I should note, for those interested in finding them, there are indeed some Easter Eggs in Tell Qa… such has always been my way. If you are an old-school fan of Dungeons & Dragons, you might just find them…
For design of the town I went with something more medieval, and yet also rather more Roman, using the castra-style towns of the Roman frontier as a guideline, making it perhaps one of the more orderly towns you’ll find in the Wilderlands. The footprint was based on historical populations of medieval towns; this means the area is a LOT smaller than the City State or Viridistan. When my own hand-drawn urban cartography proved… inferior to my hopes, Peter Bradley provided the cartographic labors on this map, as he would later on the Rhadamanthia map and other AGP products.
The Free RPG Day version of Tell Qa, the Imperial Town of Tell Qa: Northern Bastion of the Falling Empire ended up being 16 pages long; 1,000 units were printed for Free RPG Day (there was also a short run using my own map, 21 copies I printed at a local Staples to show at the GAMA Trade Show in 2007).
Tell Qa was also included in the 2007 Gen Con Special, XXXI, which included 20 new, unique encounters, plus information on Mycr and the Mycretian class and two new races: the Nguak Duck-folk and the Liowan lion-folk. All new rules elements were for Castles & Crusades, as all AGP products were designed for use with Castles & Crusades. XXXI, named thus as 2007 was the 31st anniversary of Judges Guild, had a print run of 310 units.
Tell Qa remains available in PDF format thanks to Judges Guild.
And finally, as a bonus, here is the original History of Tell Qa, which was cut due to space considerations:
Many millennia ago Tell Qa was merely an outpost of the ancient Smyrian civilization. Then the Smyrian queens turned away from their gods and became enamored of evil. In 100 BCC the capital city and the mountain valley that was the center of Smyrian civilization was destroyed in a terrible earthquake, the vengeance of the Smyrian gods. Chaos ruled as monsters debouched from the ruined Valley of the Dead Queens and strange beasts multiplied and thrived in the Eagol Ruins to the east. Then began the migrations of the Wild Men and a thousand years of chaos…
By the time the Viridians arrived from the Immortal City and conquered Tell Qa in 1203, they were welcomed not as invaders, but as liberators from chaos. Tell Qa thrived as a border town of the Empire of Viridistan. It was the center of Viridian operations during the incursions of the Tharbrians in 2097, and the Vasthosts that destroyed the horde at the Battle of Glint Valley camped around the walls of Tell Qa. The Golden Age of Tell Qa followed, as the lands between the Flee and the Sharryn were absorbed into the empire, and wealth poured through the town gates. The empire was re-organized in 2101 by Reddisorn the Golden, and Tell Qa was made the capital of the new Province of Smyrsis.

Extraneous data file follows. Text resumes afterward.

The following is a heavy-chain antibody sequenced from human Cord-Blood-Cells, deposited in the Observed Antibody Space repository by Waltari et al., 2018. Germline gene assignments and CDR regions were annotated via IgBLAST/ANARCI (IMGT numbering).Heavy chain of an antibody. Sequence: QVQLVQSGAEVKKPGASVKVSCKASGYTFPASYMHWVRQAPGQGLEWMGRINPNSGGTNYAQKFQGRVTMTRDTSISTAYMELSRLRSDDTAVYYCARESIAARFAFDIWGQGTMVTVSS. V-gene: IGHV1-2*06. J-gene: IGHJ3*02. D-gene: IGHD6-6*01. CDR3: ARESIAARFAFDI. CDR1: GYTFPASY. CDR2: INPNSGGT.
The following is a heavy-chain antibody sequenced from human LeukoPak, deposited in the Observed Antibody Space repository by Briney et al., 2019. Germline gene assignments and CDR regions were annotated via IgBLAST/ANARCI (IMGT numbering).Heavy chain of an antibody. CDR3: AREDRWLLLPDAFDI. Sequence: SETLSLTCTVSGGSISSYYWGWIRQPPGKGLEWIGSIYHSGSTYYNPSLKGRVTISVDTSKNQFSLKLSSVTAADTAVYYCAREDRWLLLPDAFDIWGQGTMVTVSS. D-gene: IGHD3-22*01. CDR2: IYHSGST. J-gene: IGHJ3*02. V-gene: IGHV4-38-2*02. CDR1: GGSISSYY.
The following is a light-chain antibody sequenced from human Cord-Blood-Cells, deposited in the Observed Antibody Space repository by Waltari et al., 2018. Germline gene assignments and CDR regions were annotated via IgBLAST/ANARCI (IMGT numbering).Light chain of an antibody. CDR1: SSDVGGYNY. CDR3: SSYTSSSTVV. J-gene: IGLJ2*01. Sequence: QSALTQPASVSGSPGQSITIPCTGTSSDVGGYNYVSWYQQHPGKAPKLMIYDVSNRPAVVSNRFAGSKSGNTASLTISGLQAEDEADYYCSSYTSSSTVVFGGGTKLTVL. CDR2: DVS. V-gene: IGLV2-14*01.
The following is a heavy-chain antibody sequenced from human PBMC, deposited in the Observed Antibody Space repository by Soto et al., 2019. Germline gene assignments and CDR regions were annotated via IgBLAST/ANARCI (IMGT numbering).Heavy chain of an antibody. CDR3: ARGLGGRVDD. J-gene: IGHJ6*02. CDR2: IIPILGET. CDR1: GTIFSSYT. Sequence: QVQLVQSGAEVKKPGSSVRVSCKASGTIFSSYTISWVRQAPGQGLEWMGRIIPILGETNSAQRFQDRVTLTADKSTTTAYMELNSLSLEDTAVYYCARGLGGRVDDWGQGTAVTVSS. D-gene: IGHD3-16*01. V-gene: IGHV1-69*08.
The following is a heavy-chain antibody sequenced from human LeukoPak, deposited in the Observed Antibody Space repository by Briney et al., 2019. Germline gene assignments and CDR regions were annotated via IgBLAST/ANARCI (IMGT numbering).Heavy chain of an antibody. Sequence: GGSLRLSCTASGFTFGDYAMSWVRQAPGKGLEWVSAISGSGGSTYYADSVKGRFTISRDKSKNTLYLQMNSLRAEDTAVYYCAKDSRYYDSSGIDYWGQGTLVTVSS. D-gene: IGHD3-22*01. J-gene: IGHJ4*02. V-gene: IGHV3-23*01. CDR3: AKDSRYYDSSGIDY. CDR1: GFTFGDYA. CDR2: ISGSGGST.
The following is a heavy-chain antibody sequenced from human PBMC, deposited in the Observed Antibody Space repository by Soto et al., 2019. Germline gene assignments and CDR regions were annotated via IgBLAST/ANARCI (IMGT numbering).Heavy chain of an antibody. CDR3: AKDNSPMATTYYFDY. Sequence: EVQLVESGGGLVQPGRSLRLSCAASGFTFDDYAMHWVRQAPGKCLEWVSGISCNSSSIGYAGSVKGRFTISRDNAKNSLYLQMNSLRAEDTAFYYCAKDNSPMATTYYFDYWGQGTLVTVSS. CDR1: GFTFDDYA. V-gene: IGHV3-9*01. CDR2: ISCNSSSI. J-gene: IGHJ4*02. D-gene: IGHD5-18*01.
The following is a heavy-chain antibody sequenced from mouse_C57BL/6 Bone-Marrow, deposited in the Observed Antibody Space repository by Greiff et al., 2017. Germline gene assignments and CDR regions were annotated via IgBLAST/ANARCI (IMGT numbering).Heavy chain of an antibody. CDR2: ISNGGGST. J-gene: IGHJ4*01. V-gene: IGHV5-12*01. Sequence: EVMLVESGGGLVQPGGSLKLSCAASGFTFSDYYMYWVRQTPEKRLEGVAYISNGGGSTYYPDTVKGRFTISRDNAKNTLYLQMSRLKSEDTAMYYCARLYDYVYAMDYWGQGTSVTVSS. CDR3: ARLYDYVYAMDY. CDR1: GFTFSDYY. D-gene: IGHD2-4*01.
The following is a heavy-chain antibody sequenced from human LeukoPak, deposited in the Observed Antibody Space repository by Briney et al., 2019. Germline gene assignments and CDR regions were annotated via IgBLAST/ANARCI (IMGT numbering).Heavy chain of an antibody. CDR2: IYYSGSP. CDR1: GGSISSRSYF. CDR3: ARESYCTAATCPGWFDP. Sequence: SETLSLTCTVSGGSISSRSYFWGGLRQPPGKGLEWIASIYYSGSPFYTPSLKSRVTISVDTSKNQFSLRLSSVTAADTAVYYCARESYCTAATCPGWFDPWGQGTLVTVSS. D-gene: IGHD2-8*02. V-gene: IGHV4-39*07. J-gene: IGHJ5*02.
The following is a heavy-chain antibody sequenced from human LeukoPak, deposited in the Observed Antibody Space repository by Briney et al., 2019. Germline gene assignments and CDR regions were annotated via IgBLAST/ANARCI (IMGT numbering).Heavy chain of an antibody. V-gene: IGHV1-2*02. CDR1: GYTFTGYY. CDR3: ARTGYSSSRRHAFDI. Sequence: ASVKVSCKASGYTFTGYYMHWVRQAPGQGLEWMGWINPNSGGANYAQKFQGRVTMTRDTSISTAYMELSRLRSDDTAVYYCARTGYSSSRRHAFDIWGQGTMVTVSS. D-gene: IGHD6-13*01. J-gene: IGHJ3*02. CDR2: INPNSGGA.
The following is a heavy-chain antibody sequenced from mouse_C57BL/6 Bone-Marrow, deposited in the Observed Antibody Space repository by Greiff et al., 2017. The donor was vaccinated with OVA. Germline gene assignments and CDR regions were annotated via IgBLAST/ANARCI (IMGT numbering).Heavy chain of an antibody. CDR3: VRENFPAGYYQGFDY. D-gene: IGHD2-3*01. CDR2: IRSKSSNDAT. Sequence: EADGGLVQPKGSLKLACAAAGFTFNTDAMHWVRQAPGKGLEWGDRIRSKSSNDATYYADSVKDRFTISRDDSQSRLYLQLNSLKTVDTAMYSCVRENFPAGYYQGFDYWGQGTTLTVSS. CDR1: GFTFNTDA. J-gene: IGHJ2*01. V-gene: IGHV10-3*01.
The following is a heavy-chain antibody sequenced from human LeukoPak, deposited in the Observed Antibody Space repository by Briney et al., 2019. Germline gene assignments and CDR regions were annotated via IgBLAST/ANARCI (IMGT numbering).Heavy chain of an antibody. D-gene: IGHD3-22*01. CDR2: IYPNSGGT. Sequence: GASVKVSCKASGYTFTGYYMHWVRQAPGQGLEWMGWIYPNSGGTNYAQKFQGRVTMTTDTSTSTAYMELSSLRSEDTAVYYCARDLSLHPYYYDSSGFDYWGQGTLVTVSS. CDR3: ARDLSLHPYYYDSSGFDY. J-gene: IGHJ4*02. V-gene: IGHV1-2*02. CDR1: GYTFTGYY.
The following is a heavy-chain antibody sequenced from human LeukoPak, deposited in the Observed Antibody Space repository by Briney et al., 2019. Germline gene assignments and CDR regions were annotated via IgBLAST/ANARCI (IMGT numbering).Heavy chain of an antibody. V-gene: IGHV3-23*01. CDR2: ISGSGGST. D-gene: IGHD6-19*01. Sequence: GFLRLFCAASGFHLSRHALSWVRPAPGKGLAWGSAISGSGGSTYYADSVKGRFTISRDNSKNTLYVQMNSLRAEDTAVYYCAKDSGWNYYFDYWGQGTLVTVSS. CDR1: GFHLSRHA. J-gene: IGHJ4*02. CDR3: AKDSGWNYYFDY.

Then the Great Plague ravaged the populace at the end of the 25th Century, and the city, which was nearly four times its current size, shrank to little more than a large village surrounding a citadel, the whole standing amidst a vast field of ruined and empty buildings and crumbling walls. When the Tharbrians invaded again from the north in 2817, the few remaining Imperial Vasthosts met the horde in the east, were destroyed at the Dark Battle of Havocia, and the empire lay wide open to invasion by the Tharbrians. The remaining cities burned, villages were razed, and whole populations extirpated. Fortunately for Tell Qa, several Imperial Vastthrongs had been held in reserve in Smyrsis. Though they were unable to hold back the Tharbrian raiders, after the Tharbrians moved on, the remaining soldiers regrouped around the citadel of the Shah. They rebuilt Tell Qa from the ground-up, tore down the ruins of the old city, and atop it built a new town. But it still took centuries to recover.
By the time the World Emperor restored his supremacy over the Invincible Overlord at the Bloodless Battle of Barrad in 3788, Tell Qa had regained much of its wealth, power, and security. Unfortunately, though the emperor’s Goblin War of 4130 was highly successful, and the lands of Lyoophiath returned to his domain, the rest of the empire was thrown into turmoil, as the resettlement of the eastern lands drained even further wealth, men, and resources. Tell Qa fell further into decline as the border patrols grew lax due, the farmers and herders grew chary of the tax-man, and barbarians and monsters once again lurked in the dark corners of the province, crowded for space by bandits, rebel peasants, and mad cultists. Then the empire descended into 30 years of civil war when the emperor was assassinated in 4196. Fortunately for the survival of the Empire, Cneninadus the Mycretian eventually rose to power. Like Reddisorn the Golden, with whom he was often compared even in his lifetime, Cneninadus was one of only two good-aligned emperors to rule Viridistan. It was exceedingly rare for any True Viridian to embrace Mycr and Mycretianism; for such to rise to the Imperial Green was unheard of! It was only through dint of the great powers granted by Mycr that Cneninadus gained the throne, and that he held it for as long as he did.